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Jordan v. Moore

United States District Court, S.D. Georgia, Statesboro Division

August 14, 2017

CRAIG A. JORDAN, Plaintiff,
v.
JEWELL MOORE; and ROGERS STATE PRISON, Defendants.

          ORDER and MAGISTRATE JUDGE'S REPORT AND RECOMMENDATION

          R. STAN BAKER UNITED STATES MAGISTRATE JUDGE SOUTHERN DISTRICT OF GEORGIA

         This matter comes before the Court on Plaintiff's failure to comply with the Court's Order to keep the Court apprised of any change in his address. For the following reasons, the Court DENIES Plaintiff's Motion to Proceed in Forma Pauperis before this Court. (Doc. 2.) Additionally, I RECOMMEND that the Court DISMISS Plaintiff's Complaint, (doc. 1), without prejudice for Plaintiff's failure to prosecute and failure to follow this Court's Order. I further RECOMMEND that the Court DENY Plaintiff leave to appeal in forma pauperis and DIRECT the Clerk of Court to CLOSE this case.

         BACKGROUND

         On July 12, 2017, Plaintiff, proceeding pro se, filed a Complaint contesting the conditions of his confinement pursuant to 42 U.S.C. § 1983. (Doc. 1.) With his Complaint, Plaintiff filed a Motion to Proceed in Forma Pauperis. (Doc. 2.) On July 25, 2017, the Court deferred ruling on that Motion and directed Plaintiff to re-submit his application to proceed in forma pauperis on the correct form. (Doc. 3.) In that Order, the Court also ordered Plaintiff to immediately inform this Court in writing of any change in his address. (Id. at p. 2.) The Court emphasized that, should Plaintiff fail to comply with this directive, the Court would dismiss his case. (Id.)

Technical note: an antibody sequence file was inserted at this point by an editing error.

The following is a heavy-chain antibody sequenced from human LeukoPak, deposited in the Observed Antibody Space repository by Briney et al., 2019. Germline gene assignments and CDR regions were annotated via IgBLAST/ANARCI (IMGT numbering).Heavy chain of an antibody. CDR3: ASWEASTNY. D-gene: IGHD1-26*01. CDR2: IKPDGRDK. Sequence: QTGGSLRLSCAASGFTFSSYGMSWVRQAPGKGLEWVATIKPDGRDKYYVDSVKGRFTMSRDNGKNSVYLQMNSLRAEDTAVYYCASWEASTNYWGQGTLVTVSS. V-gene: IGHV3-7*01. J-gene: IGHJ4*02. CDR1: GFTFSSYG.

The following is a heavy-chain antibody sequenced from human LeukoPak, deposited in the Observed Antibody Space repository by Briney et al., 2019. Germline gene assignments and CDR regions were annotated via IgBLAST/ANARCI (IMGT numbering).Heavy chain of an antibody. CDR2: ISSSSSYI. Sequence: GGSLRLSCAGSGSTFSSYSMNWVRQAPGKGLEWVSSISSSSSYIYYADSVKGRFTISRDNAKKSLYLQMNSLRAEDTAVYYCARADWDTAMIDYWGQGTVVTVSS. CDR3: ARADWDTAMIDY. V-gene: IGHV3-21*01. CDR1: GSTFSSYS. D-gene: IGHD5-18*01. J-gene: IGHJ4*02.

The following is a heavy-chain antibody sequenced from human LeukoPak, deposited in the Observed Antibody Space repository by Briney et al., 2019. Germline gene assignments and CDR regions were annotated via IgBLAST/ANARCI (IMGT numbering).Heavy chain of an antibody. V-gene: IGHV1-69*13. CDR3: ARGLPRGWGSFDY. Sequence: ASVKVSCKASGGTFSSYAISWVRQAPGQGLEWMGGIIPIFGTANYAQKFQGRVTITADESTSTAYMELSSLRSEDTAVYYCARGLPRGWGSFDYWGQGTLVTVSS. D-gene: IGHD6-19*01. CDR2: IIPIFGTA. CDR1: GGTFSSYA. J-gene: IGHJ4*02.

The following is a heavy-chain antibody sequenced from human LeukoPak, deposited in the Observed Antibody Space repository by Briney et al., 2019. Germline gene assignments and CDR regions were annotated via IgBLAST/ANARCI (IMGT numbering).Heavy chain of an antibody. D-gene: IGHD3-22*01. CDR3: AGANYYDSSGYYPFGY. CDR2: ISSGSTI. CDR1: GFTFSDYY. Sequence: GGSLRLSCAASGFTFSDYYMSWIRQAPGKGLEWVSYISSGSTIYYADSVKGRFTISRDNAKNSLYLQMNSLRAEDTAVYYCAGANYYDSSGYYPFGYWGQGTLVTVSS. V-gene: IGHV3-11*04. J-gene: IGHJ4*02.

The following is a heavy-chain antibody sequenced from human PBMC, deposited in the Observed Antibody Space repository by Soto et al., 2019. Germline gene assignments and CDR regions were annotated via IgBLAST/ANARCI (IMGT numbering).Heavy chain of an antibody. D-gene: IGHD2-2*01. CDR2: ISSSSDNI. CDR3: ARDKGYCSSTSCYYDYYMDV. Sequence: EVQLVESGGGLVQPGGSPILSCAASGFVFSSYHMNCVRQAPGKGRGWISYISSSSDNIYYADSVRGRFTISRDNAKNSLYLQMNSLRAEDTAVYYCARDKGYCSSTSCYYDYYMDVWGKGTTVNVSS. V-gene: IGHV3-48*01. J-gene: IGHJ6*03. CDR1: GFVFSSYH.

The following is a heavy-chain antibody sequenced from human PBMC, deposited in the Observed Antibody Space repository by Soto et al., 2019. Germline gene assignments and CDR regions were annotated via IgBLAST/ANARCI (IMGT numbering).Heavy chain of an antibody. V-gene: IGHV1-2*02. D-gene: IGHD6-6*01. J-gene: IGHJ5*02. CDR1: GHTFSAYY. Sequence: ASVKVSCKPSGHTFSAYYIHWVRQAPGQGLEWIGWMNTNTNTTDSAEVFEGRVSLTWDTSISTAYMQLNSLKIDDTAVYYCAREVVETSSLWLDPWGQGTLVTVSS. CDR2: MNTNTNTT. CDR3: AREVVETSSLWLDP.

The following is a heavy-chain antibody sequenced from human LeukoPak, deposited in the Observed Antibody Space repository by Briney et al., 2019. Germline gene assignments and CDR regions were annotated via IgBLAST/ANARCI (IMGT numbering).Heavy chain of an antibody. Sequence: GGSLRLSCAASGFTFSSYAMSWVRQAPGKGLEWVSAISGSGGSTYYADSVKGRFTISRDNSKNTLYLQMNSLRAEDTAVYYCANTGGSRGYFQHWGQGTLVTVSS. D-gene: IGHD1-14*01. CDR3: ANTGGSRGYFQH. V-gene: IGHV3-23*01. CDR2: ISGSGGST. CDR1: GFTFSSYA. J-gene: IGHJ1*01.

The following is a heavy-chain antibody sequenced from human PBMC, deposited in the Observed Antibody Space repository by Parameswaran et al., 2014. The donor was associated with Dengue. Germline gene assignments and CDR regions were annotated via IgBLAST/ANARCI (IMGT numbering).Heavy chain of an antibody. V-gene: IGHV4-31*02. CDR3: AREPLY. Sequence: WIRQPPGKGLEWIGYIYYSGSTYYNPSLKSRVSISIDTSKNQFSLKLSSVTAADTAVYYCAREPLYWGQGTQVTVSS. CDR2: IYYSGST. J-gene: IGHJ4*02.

The Clerk of the Court mailed a copy of this Order to Plaintiff at his last known place of residence, Rogers State Prison. However, the mail was returned as undeliverable because Plaintiff has since been released. (Doc. 4.) Plaintiff has not notified the Court of his change of address or made any effort to inform the Court of his whereabouts. Indeed, Plaintiff has not taken any action in this case since he filed it over a month ago.

         DISCUSSION

         The Court must now determine how to address Plaintiff's failure to comply with this Court's directive. For the reasons set forth below, I RECOMMEND that the Court DISMISS Plaintiff's Complaint without prejudice and DENY Plaintiff leave to appeal in forma pauperis.

         I. Dismissal for Failure to Prosecute and Failure to Follow this Court's Order